Recently, some people have asked on the Selenium mailing list why HTML Selenese (the language of Selenium Core) doesn't include conditional "if" statements or "for" loops, or, more generally, why there isn't some way to reuse code (with functions or subroutines). Adding them in would be pretty straightforward. (Andrey Yegorov has written a "flow control" user extension that provides support for "if/goto" statements in HTML Selenese, but you really shouldn't use it.) In this article, I'm going to explain why we don't just add support for conditionals and loops directly into Selenium Core (which is also why, in my opinion, humans shouldn't write tests that use the flow control extension). In some cases, nothing is better than something, when the something is considered harmful.
Goto Considered Harmful
The main reason why we don't want to add support for a "goto" statement in HTML Selenese is that the Go To Statement Is Considered Harmful. In his classic 1968 article for the Association for Computing Machinery, Edsger W. Dijkstra successfully argued that use of "go to" statements (or "jump" instructions) makes one's code less intelligible, and that "the go to statement should be abolished from all 'higher level' programming languages (i.e. everything except, perhaps, plain machine code)".
Adding a "goto" statement would completely undermine the entire point of HTML Selenese: simplicity. Straightforward non-branching tables are easy for non-programmers to read and understand. Many Selenium users report that their customers are able to grok Selenium tests (and even fix bugs in them), which gets more people involved in the testing/requirements gathering process. If we added "goto" to Selenese, and people actually used it, that kind of end-user/developer interaction would come grinding to a halt.
Nobody Needs to Write a Goto Statement
Ultimately, though, all of our programs are ultimately compiled down and assembled into plain machine code, which makes ample use of "jump" instructions in order to get its job done. Under the hood, all of the fancy object-oriented features available in higher level languages are automatically translated into "goto" statements by compilers (who guarantee the correctness of the resulting assembly code).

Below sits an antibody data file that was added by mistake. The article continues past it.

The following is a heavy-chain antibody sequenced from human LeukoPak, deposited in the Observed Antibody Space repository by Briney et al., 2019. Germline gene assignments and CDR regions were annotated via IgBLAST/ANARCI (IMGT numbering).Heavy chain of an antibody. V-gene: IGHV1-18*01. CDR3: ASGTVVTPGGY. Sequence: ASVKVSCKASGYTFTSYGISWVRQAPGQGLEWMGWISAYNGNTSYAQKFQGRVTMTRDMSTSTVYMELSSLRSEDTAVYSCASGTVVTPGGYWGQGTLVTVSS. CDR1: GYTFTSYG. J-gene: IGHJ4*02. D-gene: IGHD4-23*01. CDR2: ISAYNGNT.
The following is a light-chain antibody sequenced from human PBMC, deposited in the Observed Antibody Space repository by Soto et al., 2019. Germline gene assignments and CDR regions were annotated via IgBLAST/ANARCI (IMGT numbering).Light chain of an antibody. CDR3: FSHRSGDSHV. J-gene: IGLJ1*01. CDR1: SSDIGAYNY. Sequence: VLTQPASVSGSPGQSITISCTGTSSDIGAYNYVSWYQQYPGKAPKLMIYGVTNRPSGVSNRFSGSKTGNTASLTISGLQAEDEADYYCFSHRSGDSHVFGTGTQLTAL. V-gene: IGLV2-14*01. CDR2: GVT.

[In fact, as I understand it, that's exactly how Yegorov uses his flow control extension: he never (or rarely) writes HTML Selenese by hand, but rather he generates his HTML Selenese from another higher-level programming language that makes no direct reference to "goto" statements. In a very real sense, he "compiles" a higher-level language into HTML Selenese. (Please correct me if I'm wrong about this; I'm basing this on an old post of his from March 2006.)]
That's certainly one way to do it, but I argue that it's totally unnecessary. He could simply run his tests in a high-level language directly with Selenium RC.
Implementing Proper Flow Control
For one thing, that's too difficult. While JS interpreters have been getting more and more compatible as time goes on, it's still very difficult to write a complicated program that behaves the same way in all browsers, say nothing of writing a full language parser/interpreter in JS.
(In another article, I'll write up exactly how far people have gone in this direction... it's not pretty.)
Easier to Read/Translate Without Flow Control
Finally, there are two important advantages to not supporting flow control in HTML Selenese, even if we could do it "right".
1) By limiting the expressive power of the language, we make Selenese substantially easier to translate into other languages, as we do in Selenium IDE. You can use Selenium IDE to translate HTML Selenese directly into any language that we support in Selenium RC. If we supported writing tests in a "full language", we wouldn't be able to provide translators into all of those other languages. (Language translation is hard; the problem is substantially simplified when you don't have any sophisticated language constructs to translate.)
2) HTML Selenese is about simplicity; that's the whole reason the language exists. Turning HTML Selenese into a full-blown scripting language, with all the advantages that would bring, would still undermine its simplicity (though not as badly as implementing "goto").
If you want a scripting language, use a scripting language! We support that 100%! :-)
In another article I'll discuss a few of our failed attempts to support a full language parser/interpreter in JS.